This is an online module connected to the research study Understanding Creatively Gifted Students: Pre-Service Teachers’ Understandings and Professors’ Practices. This module will cover characteristics of creatively gifted students, identification of creatively gifted students, and how to support creatively gifted students. There will be a short scenario of a potential student. A brief quiz will be given at the end of this module in order for the participate to assess their own learning.
Remember: Not all students are alike. These are just a few common characteristics of creatively gifted students. Notall of the following characteristics will be present in each child. Youmust observe each student with a new view and understanding because of this.
Creatively gifted students . . . Think in different ways An example of this is thinking in terms of fantasy and reality. Think about their work in more than one way This means that they are able to critique their own work and defend it at the same time. Talented at solving problems with what is around them If a student needs to fix a broken shelf they can find a way to do so with the limited about of supplies in the classroom.
Gifted students . . . Are very aware of events going on around them Enjoy observing their surroundings Can be perceived as inattentive They work better on their own schedule, when they can focus and not be distracted by their surroundings. Are risk takers They like to push boundaries in order to create new things.
Being boastful about accomplishments is uncommon Thrive on encouragement If too many rewards are used with these types of students they will become disinterested in school. Motivatedto learn through own accomplishments The knowledge that they can improve in an area is what pushes them to learn more.
Just like all student types, creatively gifted students should be offered appropriate support in the classroom. We have already seen that the characteristics can vary among creatively gifted students, and so can the type of creativity. Thisneeds to be noted so that all forms of creativity can be supported, not just the stereotypical forms of it.
The ways in which students are trained, even in elementary classrooms, to solve problems directly relates to how they will solve them in adulthood. Therefore,creatively gifted students must prepare starting today to be the creative problem solvers the world needs. American classrooms are not doing an effective job on this.
The “textbook” way of solving problems, which American classrooms focus on, does not leave room for discovering “new” ways to solve the problems, look at situations, or even find new problems. When creative assignments are assigned, they are typically just extra activities and often times they are not required.
Most teaching strategies are effective to use with these students. There may need to be slight adjusts, such as the ones listed below. Teachers can use flexible rubrics. Rubric identifies the content to be covered Depth of information expected Other professional criteria (ex. neatness) Means of presenting the information is up to the student! Teachers set the standards for classroom learning Students utilize creativity to demonstrate higher order thinking skills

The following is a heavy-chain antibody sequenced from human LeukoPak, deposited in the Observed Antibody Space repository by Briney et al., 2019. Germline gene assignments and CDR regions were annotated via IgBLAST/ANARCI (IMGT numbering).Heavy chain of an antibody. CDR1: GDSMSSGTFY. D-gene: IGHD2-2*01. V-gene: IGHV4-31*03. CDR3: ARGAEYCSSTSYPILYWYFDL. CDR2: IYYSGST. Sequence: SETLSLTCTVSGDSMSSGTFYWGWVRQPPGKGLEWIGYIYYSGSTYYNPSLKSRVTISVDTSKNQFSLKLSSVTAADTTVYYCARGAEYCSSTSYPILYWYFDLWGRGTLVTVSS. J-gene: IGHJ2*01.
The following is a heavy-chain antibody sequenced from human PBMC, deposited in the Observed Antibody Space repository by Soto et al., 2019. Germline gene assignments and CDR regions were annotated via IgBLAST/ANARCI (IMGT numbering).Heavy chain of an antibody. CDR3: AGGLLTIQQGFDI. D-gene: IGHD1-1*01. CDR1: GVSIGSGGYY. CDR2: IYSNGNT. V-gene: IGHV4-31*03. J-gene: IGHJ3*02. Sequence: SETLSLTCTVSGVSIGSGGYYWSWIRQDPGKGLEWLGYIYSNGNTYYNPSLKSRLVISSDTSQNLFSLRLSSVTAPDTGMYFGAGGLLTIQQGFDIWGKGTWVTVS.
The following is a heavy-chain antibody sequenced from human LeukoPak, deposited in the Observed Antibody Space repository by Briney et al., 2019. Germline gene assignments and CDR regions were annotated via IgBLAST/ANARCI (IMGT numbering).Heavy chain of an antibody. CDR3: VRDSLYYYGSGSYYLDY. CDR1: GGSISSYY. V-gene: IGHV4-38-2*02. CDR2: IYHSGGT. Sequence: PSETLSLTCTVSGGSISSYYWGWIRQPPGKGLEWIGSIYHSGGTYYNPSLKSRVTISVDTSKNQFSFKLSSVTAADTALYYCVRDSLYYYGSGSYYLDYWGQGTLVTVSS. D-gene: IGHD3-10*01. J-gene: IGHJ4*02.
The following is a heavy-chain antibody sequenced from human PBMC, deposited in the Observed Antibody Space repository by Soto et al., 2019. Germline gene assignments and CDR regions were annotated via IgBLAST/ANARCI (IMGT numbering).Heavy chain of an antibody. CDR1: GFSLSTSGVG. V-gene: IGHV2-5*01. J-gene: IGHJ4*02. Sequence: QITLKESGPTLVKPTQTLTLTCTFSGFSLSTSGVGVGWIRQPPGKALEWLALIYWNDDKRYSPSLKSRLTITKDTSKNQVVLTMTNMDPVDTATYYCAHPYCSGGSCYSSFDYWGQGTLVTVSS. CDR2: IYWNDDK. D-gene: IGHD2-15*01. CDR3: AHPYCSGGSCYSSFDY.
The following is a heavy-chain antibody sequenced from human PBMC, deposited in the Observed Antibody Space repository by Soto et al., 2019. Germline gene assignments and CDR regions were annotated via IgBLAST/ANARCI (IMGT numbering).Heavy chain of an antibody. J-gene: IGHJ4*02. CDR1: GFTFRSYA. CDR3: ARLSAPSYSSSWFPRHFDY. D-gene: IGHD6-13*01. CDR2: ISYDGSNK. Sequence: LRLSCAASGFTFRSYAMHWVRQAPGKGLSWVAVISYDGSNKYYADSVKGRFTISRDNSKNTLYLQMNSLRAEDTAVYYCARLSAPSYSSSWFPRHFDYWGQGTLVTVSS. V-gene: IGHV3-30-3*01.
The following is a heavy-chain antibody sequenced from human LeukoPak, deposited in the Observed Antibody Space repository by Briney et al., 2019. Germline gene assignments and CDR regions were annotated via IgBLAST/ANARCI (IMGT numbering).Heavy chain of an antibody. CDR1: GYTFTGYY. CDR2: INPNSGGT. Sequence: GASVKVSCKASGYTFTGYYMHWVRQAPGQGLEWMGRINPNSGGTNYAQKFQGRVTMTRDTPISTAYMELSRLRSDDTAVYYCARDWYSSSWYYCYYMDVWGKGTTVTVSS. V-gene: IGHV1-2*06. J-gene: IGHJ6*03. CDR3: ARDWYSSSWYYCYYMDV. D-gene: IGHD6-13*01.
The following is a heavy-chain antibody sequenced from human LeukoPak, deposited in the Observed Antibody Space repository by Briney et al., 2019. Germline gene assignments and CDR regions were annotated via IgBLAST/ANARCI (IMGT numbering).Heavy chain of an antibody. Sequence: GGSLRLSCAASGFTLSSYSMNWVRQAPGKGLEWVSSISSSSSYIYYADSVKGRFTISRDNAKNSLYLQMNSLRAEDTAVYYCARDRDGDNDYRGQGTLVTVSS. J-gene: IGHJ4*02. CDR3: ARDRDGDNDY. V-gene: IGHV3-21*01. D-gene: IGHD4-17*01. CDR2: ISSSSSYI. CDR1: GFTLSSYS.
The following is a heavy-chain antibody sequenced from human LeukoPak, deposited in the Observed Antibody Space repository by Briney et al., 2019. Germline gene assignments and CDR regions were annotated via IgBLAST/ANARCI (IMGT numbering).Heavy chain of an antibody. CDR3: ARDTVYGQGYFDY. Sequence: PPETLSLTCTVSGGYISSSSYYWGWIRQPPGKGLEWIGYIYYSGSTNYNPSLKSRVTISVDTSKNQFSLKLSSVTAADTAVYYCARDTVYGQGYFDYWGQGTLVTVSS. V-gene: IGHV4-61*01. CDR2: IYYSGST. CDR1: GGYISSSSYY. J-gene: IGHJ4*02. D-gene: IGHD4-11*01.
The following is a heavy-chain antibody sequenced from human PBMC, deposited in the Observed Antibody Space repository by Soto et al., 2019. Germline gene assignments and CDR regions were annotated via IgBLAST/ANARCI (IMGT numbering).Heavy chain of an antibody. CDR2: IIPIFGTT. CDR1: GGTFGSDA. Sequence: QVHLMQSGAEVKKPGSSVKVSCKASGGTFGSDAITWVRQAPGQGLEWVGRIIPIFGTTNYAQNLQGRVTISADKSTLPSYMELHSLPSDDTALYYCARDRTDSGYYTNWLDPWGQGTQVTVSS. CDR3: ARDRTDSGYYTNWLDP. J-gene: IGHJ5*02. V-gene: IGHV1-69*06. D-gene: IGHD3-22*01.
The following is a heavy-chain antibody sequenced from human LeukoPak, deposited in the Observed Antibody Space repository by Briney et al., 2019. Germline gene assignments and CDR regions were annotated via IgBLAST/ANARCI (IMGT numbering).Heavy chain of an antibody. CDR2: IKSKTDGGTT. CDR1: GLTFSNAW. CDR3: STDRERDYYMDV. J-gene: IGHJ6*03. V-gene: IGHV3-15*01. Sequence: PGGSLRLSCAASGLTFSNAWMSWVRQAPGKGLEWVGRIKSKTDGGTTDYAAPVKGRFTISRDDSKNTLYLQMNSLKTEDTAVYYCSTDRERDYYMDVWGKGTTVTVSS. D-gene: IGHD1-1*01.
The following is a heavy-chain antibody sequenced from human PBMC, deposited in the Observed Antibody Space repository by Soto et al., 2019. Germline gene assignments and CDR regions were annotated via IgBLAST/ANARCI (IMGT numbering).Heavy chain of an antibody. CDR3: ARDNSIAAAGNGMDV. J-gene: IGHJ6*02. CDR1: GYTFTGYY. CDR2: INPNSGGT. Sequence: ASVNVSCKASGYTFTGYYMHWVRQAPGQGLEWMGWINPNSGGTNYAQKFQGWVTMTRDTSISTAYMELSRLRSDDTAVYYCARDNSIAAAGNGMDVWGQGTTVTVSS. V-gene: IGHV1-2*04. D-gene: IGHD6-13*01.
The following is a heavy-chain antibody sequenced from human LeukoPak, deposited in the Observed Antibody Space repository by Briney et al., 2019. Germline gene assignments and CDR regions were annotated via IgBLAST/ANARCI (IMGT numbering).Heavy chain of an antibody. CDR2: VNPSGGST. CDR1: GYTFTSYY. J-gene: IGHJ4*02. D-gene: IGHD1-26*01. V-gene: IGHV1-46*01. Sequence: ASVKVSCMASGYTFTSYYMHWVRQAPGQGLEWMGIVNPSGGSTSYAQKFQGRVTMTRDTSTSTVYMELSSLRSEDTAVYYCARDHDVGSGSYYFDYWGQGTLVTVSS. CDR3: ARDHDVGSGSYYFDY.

Emma is a student in a 7th grade classroom. Her teacher has noticed that Emma is always concerned about what is going on around her. Emma likes to watch her classmates and seems to have a hard time paying attention during parts of the day. The teacher has also noticed that Emma develops creative solutions to problems and does so by pushing boundaries. When Emma finishes her work she points out things that can improved but can still point out elements she is proud of. When Emma sees that an academic area can be improved, she is intrinsically motivated to learn more. However, her test scores do not qualify her for AIG support.
Would you identify Emma as a creatively student? Why or why not? If you would identify her as a creatively gifted student, how would you help her succeed in English? Math? Social Studies? Science? Would you do anything to help address the fact that she seems inattentive in class? What? Would you use this adjustments for all students in your class or just Emma?
Please follow this link to take the quiz associated with this module.http://www.surveymonkey.com/s.aspx?PREVIE W_MODE=DO_NOT_USE_THIS_LINK_FOR_COL LECTION&sm=JZmO88uCjdqHDtEMccGmc9lf WgX%2f%2fCTE4PVE7hHL1lY%3d
Csikszentmihalyi, M. (1997). Creativity: Flow and the psychology of discovery and invention. New York, New York: Harper Perennial.Davis, G. A. (2000). Creativity is forever (4th ed.). Dubuque, IA: Kendall Hunt Publishers.Hennessey, B.A. (2004). Developing creativity in gifted children: the central importance of motivation and classroom climate. The National Research Center on the Gifted and Talented (RM04202).Smutny, J. F., & von Fremd, S. E. (2009). Igniting creativity in gifted learners, k-6. Thousand Oaks, CA: Corwin Press.
Imageof “Emma” retrieved from http://realdealphotography.smugmug.com/M odels/Andrena-Hilstock/RDP5810- 01web/127435429_EeoSV-L.jpg
As the researcher, I would just like to thankyou for taking part in this study. I hope youhave learned something through yourparticipation and that you will take this newfound knowledge with you into yourclassrooms. Good luck to you all! Best wishes, Maria Avery